Remember Colton?  He was the young man who lost his girlfriend and job the same week and was likely to face foreclosure.  He now has another problem—a really painful tooth.  It hurt so badly he almost went to the ED, but he owed the hospital $2000, so instead he took aspirin and eventually got better.  But we know he’s headed for big problems and costs, with no insurance or medical friends who will cut him a break.

Yes, Colton’s life would have been easier had he been better educated.  I saw first hand how he and his sister lost ground when they were home schooled, which requires both special students and special parents.  As the son of a public school superintendent and a sociology teacher, I admit my bias favoring public education, because with 300 million people, it is the only viable approach – unless, of course, one believes that the poor and people of color shouldn’t be educated.  We need volunteers in the schools and the schools need to put them to work.  I’m now an on-call volunteer math teacher, math being the biggest need, but I’m only one guy trying to put his money where his mouth is.  Congress bickers about the cost of health care, but I’ve heard few discuss the cost of Iraq, for years deliberately hidden from the budget.  I don’t buy regime change, otherwise we’d clean out Zimbabwe, Burma, North Korea and Sudan just for starters.  Iraq has oil.  America has poor and sick people.  For 8 years, I heard deficits didn’t matter, when I thought they did.  Funny thing how the other side has now decided deficits do matter.

 But back to teeth.  Dentistry is the forgotten part of medical care and few have dental insurance.  I had braces for 8 years.  I was so sick of them, I didn’t go to a dentist for decades after, until my wife pointed out my bad breath; I’ve since had a root canal and a couple of cracked teeth needing capping.  I’m lucky; I can afford preventive dental care which makes my problems minor.

 Yes, Colton should have taken better care of his teeth when he was a teenager.  I ask:  when you were a teenager, did you brush twice a day, floss at least once and use a Water Pik?  I sure didn’t.  So, I’m not about to throw the first stone.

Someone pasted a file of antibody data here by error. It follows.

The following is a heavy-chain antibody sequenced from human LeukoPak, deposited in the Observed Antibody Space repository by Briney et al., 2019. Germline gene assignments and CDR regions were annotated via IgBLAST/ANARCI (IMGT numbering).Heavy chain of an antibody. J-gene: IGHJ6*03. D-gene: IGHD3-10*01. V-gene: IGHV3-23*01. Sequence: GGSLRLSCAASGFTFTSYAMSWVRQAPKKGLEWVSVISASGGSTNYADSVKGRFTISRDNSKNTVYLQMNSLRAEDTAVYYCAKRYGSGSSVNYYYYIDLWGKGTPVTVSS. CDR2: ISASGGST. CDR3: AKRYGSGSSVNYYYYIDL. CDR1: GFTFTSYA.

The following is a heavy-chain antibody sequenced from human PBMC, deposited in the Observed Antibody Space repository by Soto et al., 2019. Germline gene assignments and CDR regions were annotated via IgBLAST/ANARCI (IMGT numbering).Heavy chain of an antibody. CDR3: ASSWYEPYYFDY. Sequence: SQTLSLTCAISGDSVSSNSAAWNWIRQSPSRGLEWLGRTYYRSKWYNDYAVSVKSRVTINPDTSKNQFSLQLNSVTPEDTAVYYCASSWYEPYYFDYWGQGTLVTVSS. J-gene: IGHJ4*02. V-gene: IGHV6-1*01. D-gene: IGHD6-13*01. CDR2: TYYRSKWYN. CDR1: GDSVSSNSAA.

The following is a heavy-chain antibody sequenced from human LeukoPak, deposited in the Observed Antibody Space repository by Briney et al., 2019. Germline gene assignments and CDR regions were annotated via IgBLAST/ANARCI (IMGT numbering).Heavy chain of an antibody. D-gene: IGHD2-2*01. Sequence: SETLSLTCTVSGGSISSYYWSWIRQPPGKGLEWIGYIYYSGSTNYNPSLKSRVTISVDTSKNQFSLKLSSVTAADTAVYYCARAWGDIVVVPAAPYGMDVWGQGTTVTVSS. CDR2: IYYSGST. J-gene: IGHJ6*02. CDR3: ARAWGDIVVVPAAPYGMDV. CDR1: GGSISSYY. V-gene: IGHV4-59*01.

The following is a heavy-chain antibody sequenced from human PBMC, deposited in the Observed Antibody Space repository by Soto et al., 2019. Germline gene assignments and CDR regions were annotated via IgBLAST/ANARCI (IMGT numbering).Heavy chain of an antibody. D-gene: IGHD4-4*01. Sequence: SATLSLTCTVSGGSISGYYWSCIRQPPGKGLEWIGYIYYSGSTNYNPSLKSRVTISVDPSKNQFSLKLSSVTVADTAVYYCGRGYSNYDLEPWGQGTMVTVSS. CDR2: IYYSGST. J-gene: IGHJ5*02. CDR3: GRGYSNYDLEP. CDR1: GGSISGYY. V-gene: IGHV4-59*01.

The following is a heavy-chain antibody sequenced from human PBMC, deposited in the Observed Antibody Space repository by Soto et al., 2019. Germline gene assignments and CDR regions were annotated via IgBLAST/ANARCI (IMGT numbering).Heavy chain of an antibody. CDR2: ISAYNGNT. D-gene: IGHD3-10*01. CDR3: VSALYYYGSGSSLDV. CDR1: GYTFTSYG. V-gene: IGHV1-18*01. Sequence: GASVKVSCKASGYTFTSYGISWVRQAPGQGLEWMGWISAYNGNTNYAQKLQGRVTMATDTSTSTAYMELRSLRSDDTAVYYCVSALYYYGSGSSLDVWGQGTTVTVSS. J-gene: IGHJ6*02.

There was an excellent article in Slate about the difference between British and American approaches to dental care.  In the UK, it is expected one gets dentures early.  Here, bad teeth labels one a hillbilly.  Don’t believe me?  Recall patients or others you’ve seen who had poor dentition.  Didn’t you think of them a little differently?  I label people differently if they misuse grammar.  They label me differently by how I look, dress or the odd things I like to do.  We all pre-judge.

 But it’s more than prejudice; it’s health, and we know it.  SBE and bad teeth.  Heart disease and bad teeth.  Facial abscesses and bad teeth.  Bad breath and bad teeth.  Caries give rise to what some call world stopping pain, and if you’ve ever had such pain you can’t function.  Poor people tend to eat the wrong food, don’t know much about dental care, can’t afford the time or money to fix their teeth, often lose work and can be miserable.  Having suffered from miserable conditions, I counted my blessings I didn’t have to work at the time.  How do these people put up with it?  Same way Colton did—aspirin, somebody’s codeine and a lot of hope.

 Let’s not forget dental care in our discussion of basic medical care, for prevention saves money.  A simple root canal is $1100.  Aren’t we supposed to help people relieve misery?  So why aren’t we doing it?  We’re talking teeth here, not Roux-en-y surgery.

 Colton needs to get on AHCCCS, but that won’t get his teeth fixed.  He’s 22 and headed for dentures before he’s half my age.  This was once the richest country in the world, and we could have dealt with these problems if we hadn’t decided upon socialized world policing and socialized nation building with our socialized military.  It’s time to admit we can’t afford our overseas commitments.  But even the Blue Dogs are silent on that one.

 Once again, here are 4 things we could afford that would help:

  1. Cover all children’s medical and dental care until they are 18.
  2. Limit the maximal debt people can have for medical/dental conditions.  I propose $50K but I’m flexible.
  3. Put in an error reporting system, which I predict will decrease bad outcomes and malpractice case filing through learning.  Make it anonymous and non-discoverable.  And get it running in 6 months.  I know how to do it.
  4. Tie any cuts in physician reimbursement to liability reform and a reporting system. 

I’ve been saying this for years.  Let’s try it.  If you disagree, then I recommend Oscar Rogers’ two step approach from Update Thursday.  It’s on my blog, under 2009 Reality Check, so you can click the link below:

Step 1:  Identify the problem.  We’ve done that, so we’re half way there.

Step 2:  FIX IT!!


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